Elizondo: I'm too dumb to be intimidated by someone. That never happened. Not even as a young actor. Either people are nice to work with, or they're not. I'm always disappointed. I've been disappointed a few times. I thought they had better chops than that. They have such a huge name, and they really can't cut it. I only judge them by how professional they are, how well they treat other people. Malcolm X said, "You can judge a person's character by how they treat those that can do nothing for them, or too them." That's a formula you can apply to anyone, anywhere. That's what I do. That, you can watch by not saying anything. You just have to watch how they react on set. Right? I admire talent. It's nice. Everybody has it. We all have it. But that's no big deal. It's character that really counts. Give me someone with 90% character, and 10% talent, and you're going to get a better job. But Julie has character and talent. That's one way to get the combo. I was lucky. She was a dream to work with. I didn't have to worry about her. Often times I'm in the situation where I have to go, "Are they going to go this way, or that way?" You can't really concentrate on your own work. It's all about rhythm, and timing, and sniffing the air. Believability, and if that is comedy. If that's funny. Is this funnier than this. To work with someone like her only makes you better. Because you can concentrate on your own work.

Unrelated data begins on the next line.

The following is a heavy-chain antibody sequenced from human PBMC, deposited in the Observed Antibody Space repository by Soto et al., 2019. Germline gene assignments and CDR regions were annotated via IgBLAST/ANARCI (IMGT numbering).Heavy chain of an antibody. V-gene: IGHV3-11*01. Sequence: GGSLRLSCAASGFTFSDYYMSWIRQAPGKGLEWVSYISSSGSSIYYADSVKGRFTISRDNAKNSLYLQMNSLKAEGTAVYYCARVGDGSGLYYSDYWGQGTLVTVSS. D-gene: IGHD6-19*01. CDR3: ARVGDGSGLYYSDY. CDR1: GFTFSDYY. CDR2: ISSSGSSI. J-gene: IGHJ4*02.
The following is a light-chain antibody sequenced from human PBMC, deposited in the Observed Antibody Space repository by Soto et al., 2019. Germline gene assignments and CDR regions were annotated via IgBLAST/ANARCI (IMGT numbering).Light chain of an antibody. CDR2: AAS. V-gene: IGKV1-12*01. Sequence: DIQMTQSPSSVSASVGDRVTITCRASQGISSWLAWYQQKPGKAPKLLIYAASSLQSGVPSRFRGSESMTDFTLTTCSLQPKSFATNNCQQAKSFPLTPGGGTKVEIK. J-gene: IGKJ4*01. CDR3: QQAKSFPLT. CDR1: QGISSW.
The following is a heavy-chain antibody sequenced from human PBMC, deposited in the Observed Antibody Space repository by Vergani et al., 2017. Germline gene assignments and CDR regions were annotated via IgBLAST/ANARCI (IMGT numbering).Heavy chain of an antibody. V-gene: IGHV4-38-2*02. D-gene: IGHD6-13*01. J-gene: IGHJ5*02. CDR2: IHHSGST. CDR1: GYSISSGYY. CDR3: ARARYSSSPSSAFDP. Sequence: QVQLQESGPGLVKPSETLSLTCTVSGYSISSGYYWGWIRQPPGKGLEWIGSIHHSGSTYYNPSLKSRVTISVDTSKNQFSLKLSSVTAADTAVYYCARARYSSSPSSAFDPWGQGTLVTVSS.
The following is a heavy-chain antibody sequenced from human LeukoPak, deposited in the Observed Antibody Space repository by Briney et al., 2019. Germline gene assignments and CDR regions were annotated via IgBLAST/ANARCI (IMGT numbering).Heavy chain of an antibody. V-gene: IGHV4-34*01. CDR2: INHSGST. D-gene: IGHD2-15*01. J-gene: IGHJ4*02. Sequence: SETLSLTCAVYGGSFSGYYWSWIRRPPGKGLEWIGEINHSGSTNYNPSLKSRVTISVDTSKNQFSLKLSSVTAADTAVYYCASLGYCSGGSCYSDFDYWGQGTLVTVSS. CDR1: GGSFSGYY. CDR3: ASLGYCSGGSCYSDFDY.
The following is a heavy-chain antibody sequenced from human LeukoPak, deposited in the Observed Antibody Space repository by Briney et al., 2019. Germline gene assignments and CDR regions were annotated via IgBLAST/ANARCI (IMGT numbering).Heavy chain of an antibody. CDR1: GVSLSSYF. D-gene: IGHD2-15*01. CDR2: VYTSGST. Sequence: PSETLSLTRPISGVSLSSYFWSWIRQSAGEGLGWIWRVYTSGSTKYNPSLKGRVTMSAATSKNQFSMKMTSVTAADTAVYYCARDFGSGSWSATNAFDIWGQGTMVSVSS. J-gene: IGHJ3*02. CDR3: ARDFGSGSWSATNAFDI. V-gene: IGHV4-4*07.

O: You're in the Celestine Prophecy, right?

Elizondo: Yeah, I did a cameo in that.

O: What are you playing in that?

Elizondo: The cardinal. He speaks Spanish only. It takes place in Peru. I didn't want to hide tradition, so I said, "Have subtitles, for goodness sake." So that's what we did. I can't really go into that too much. It's a big secret.

O: Oh, really.

Elizondo: Everyone knows about the book. I don't know how many people have actually read it.

O: So, you speak Spanish?

Elizondo: I speak unaccented in both languages. It's not a problem.

O: You speak Genovianese as well.

Elizondo: That was very difficult. You can have any accent in Genovia, so it's for everybody. I love Genovia. It's a great inventive place that has to exist. I decided to give myself a challenge. I decided to do the most general foreign accent. It's not really important. It's a big fantasy. I just had to make it a little foreign.

O: How did you do that?

Elizondo: That was hard. That was difficult. If you have to speak Russian, that's one thing. Because it's simple. It's a general Eastern-European sound. I love Russian, because it's delicious to speak like that. If you have to speak French, you can also do that, because it's not difficult. Accents are a cool thing to do. And I love doing them. But it's hard to do an accent that is not an accent. It's not quite…What is it? I had to stay with it. It's very difficult to slip into, because it's neither here nor there.